Speech Given On May 14, 1999
at the Lake County (IL)
Police Memorial Day

First of all, I would like to thank everyone who organized this police
memorial day, especially the F.O.P. What a great organization. . .

Police Memorial Day was signed into law by President Kennedy back in 1963.
For about 20 years, it was a small ceremony in Washington. In the early 80s,
there was a group of about a dozen police widows there. After the ceremony,

they were discussing the need for an organization to help survivors.

So the F.O.P. and the F.O.P. auxiliary secured a grant from the Justice
Department and founded our national survivors group. Back when I first went
to Washington in 1985, we had about 150 survivors there. Now we have
thousands of members and programs for them all over the country.

So all of you F.O.P. members out there, I thank you and I salute you.

When I was working on my speech, I went to the Internet to the website for
the national police memorial. I have the web site on the back of this
(holding up folder with my husband's photo and
MY Hero poem). So if you
can't make it to Washington, you can take a virtual tour. . .

I downloaded some press releases off of this memorial site to get some ideas,
but I decided to talk about other things today. One of my friends said
memorial day is for remembering our loved ones who died and reflecting on our
own lives.

After my husband died, there were so many noble things said about him, I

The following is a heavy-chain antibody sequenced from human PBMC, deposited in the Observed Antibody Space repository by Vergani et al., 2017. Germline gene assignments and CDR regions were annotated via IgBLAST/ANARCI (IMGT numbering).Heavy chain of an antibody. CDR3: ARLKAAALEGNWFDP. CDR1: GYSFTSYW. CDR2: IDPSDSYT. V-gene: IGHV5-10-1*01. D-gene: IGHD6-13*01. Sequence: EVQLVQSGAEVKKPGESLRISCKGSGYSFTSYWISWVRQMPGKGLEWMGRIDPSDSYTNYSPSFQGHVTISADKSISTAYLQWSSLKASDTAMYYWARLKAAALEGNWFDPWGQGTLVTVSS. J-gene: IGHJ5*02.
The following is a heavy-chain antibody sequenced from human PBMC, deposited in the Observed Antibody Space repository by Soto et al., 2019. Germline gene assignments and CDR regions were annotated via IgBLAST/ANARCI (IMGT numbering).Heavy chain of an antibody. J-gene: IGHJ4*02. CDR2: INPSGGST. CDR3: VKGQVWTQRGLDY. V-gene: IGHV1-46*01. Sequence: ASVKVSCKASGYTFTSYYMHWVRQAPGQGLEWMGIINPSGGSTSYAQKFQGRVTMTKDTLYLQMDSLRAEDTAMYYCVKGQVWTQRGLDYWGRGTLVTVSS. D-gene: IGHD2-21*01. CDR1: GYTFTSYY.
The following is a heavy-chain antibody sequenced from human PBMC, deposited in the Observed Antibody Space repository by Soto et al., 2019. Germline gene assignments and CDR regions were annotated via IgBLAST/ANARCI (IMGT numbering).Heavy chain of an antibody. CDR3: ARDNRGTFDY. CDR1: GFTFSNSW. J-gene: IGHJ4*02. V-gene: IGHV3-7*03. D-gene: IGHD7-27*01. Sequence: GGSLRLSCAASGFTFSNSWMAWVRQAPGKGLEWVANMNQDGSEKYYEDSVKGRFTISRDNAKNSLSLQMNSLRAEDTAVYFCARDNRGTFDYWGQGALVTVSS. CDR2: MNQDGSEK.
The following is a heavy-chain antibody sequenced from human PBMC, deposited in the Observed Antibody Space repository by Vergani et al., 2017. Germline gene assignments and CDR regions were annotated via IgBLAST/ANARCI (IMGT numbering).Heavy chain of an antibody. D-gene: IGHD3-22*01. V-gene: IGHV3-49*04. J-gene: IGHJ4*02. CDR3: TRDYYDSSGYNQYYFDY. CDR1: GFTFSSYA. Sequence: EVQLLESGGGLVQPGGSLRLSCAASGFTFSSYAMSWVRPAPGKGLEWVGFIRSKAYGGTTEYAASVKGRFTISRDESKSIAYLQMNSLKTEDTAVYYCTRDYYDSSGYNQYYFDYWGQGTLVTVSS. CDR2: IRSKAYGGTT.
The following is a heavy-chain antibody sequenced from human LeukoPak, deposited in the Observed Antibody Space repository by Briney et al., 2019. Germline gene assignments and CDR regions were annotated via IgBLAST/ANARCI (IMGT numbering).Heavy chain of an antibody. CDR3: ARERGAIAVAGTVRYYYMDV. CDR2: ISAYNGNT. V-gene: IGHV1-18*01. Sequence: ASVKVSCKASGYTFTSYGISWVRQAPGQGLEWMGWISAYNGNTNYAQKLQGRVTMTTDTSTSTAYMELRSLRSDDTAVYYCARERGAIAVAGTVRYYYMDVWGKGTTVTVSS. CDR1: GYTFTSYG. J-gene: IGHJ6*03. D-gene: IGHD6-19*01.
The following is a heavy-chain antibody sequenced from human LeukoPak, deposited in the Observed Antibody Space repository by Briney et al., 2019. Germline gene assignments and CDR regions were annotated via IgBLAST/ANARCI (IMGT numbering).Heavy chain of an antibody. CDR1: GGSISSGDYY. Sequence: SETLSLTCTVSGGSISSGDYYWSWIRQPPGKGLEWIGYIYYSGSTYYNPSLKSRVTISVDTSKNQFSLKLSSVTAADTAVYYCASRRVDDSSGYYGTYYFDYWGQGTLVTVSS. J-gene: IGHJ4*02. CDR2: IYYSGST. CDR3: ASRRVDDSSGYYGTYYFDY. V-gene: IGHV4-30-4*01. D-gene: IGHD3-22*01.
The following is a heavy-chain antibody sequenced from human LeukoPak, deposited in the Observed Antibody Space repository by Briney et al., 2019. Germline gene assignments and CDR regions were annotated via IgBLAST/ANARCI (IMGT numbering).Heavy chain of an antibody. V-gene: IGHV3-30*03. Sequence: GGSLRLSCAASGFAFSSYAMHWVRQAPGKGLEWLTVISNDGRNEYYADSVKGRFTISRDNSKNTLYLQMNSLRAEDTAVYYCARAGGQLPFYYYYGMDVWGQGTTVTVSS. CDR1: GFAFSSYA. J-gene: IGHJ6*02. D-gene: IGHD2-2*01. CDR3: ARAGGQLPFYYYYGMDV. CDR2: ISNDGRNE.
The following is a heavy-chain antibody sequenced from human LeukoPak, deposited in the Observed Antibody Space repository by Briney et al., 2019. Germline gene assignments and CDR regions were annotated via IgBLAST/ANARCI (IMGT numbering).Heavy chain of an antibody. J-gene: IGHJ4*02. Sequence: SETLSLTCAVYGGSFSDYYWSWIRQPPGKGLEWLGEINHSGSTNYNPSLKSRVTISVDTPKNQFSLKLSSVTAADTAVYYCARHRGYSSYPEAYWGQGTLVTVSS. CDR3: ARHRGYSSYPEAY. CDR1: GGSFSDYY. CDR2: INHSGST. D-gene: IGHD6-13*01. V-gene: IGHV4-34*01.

almost thought they were talking about somebody else. . . Not that he
didn't deserve it, but because he was a humble guy with a great sense of
humor. We laughed a lot. And its just as important to laugh as it is to cry.

One day we laughed so hard was the first time he put on his uniform. That
was July 4, 1975. I want everybody here to think about that day, the first
time you put on your uniform. Wasn't that the greatest day of your life??
Didn't you feel like Superman? Like you were going to change the world?

Everybody wanted to do big things--- make big busts, do big investigations,
handle big emergencies. But pretty soon you realized that most of police
work is little things. One of the priests at our church calls them small
moments of grace. . .

Who can forget a couple of weeks ago, during the tornado in Oklahoma when the
deputy picked the baby out of the rubble?? I was so glad it was on TV.

Maybe now that some of you are at the end of your careers and you are
thinking you wish you had made more felony arrests, more of of those big
things. Maybe you are thinking you didn't change the world. . . But you DID
change the world for all the people whose lives you touched.

My memorial wish for all of you is to remember the life of Bob Reimann and
live your own life in a positive way.

And my other wish for all of you is to have peace in your heart and take that
peace with you when you go out on the road.

Because a healing heart can change the world.

Cheryl Reimann

Used with Special Permission of the Author
Copyright © 1983-1999 - All Rights Reserved

and may not be duplicated without permission

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